Singaporean digital asset exchange firm, Bybit, has been asked to shut down its operations involving the sales of securities as a middleman in Brazil by the Securities and Exchange Commission. The CVM made this announcement on Monday in its declaratory act after indicting the company. This ban extends to the use of social media and online platforms, among others, to sell securities.
The Reason Behind The Ban
After assuming its position as one of the largest digital asset dealers in Asia and Europe and interacting with six million customers on average, with a trading volume of $10 billion, the firm decided it was the right time to penetrate Brazil with its hefty amount of liquidity.
Bybit got caught trading securities without legal authorization to do so. It was attempting to pool funds from Brazilian investors without a license when it got apprehended by the authorities. Unfortunately, B3 securities firm is the confirmed stock exchange company legalized to trade stocks in the country.
The SEC of Brazil honked a final warning horn for Bybit to desist from securities brokerage within its jurisdictions unless it would face the penalty of paying a day-to-day levy of five thousand Brazilian reals, an equivalent of $194.
Earlier in April, the company had launched a marketplace for non-fungible tokens and a platform for its products in Brazil while allowing the use of Brazilian reals for buying crypto. Following its successful set-up in April, the Exchange started seeking ways to ease-out Brazilians’ access to digital assets by studying the CVM debate on cryptocurrency regulations to avoid a similar turn of events as with Binance two years ago when it was closed.
The Brazilian Chamber of deputies declared its intention to postpone deliberations on crypto regulations until the end of the imminent presidential election in October, even though it was supposed to review the Bill on cryptocurrency recently passed in the house. So far, the lawmakers are focused on writing guidelines for drafting the country’s budgets and adjusting medical constitutions.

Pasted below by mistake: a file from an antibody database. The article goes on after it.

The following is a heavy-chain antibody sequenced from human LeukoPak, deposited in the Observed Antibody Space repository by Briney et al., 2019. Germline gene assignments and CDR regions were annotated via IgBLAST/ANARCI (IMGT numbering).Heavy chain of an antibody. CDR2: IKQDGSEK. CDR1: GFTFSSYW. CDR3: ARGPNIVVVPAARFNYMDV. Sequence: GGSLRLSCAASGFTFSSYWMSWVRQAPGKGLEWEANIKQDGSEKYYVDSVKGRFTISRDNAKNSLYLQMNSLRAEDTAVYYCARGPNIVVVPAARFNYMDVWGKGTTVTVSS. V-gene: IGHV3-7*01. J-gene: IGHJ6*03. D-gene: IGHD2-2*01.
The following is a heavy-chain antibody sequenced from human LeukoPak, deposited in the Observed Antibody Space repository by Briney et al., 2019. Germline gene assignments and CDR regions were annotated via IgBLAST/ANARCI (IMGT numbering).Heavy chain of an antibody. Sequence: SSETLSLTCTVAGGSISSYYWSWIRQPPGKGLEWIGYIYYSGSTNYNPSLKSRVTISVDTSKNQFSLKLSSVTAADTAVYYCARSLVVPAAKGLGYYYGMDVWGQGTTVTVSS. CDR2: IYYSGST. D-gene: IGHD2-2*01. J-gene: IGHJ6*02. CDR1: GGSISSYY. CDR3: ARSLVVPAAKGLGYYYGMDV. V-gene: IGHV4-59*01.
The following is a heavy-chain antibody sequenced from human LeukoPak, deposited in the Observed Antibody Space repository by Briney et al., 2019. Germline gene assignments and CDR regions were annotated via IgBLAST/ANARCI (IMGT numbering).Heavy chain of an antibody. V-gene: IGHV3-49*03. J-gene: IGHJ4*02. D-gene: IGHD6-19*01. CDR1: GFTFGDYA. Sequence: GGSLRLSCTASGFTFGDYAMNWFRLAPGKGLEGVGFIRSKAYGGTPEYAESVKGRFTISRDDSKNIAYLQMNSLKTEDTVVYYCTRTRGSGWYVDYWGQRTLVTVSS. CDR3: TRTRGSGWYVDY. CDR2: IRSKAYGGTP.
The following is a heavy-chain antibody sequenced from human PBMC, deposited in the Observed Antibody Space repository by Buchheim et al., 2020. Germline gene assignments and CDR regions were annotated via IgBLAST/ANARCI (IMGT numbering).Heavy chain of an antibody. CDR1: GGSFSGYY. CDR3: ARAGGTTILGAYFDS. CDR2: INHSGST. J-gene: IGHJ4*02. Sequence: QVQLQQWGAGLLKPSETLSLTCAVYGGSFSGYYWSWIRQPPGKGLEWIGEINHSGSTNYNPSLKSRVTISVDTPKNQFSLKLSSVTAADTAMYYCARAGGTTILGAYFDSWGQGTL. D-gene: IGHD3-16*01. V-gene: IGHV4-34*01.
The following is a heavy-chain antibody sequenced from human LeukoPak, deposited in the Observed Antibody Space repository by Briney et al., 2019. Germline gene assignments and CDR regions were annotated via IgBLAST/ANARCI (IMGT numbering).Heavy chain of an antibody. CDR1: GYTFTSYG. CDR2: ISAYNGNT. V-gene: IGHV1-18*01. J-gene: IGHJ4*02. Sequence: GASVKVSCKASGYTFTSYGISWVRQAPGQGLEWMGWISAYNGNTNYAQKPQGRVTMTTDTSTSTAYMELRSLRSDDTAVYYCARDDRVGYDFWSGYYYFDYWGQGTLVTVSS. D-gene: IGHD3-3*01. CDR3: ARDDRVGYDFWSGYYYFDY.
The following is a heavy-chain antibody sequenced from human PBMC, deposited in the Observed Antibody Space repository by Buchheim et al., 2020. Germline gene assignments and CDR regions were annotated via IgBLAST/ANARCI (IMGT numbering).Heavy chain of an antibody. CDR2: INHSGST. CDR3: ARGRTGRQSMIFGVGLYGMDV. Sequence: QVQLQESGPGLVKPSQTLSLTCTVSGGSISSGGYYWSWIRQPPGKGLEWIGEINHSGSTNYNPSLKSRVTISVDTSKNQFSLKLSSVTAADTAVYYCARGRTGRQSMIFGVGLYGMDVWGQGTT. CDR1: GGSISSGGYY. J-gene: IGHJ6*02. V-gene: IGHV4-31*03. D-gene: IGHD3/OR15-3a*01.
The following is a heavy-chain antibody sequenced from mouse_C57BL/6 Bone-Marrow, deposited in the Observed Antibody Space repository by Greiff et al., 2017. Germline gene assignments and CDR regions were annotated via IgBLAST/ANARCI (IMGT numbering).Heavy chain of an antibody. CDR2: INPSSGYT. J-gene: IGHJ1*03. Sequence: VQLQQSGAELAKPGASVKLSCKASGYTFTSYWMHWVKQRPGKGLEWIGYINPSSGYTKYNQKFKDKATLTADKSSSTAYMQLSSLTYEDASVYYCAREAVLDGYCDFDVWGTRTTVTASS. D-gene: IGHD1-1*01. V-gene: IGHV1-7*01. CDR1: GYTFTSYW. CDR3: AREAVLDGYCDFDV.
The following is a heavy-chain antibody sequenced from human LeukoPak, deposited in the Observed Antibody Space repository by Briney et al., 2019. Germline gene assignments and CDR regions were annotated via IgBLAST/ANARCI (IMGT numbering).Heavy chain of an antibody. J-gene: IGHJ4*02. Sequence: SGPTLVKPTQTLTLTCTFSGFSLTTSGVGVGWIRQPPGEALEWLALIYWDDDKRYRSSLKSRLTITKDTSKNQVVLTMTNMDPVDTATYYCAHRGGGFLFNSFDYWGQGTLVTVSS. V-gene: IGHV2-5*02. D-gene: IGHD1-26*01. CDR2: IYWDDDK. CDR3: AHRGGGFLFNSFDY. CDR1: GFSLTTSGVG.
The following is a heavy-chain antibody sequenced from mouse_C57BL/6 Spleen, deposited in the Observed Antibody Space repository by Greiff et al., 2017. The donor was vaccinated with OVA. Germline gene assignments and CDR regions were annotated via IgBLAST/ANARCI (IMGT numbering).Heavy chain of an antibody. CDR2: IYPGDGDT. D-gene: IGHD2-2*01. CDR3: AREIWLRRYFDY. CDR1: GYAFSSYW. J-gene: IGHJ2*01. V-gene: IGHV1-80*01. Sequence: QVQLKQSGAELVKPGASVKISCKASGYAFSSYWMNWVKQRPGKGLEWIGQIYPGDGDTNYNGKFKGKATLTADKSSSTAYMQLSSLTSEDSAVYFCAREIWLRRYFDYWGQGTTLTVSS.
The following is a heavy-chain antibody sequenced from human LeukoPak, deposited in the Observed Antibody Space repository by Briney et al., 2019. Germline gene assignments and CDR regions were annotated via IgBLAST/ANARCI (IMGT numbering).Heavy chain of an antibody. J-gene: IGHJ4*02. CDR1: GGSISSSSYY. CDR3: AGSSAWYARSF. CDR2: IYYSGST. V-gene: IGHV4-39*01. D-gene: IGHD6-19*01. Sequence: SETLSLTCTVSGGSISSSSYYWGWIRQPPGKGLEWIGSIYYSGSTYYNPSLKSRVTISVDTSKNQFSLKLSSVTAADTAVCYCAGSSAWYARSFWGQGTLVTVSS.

Bybit’s Similar Scenario
Earlier in June, OSC, in an enforcement news release, declared Bybit in violation of crypto regulations in Canada, causing the company to get fined along with Kucoin. Bybit was required to pay $1.9 million even after cooperating with the authorities of Ontario for acting against the established standard of crypto operation in the country.
Furthermore, the company got restricted from taking in more customers from the citizens of Ontario. After the financial markets crashed in June, Bybit had to lay off some of its staff to hold its finance together.
Three months ago, Bybit announced a decision to increase its reach to Argentina with the mind of offering crypto services to Argentinians. Part of the company’s agenda was to provide investment schemes to citizens and a 22% APY on Dai deposits for investors.
In other news, Esport team MIBR has entered a three-year sponsorship contract with Bybit.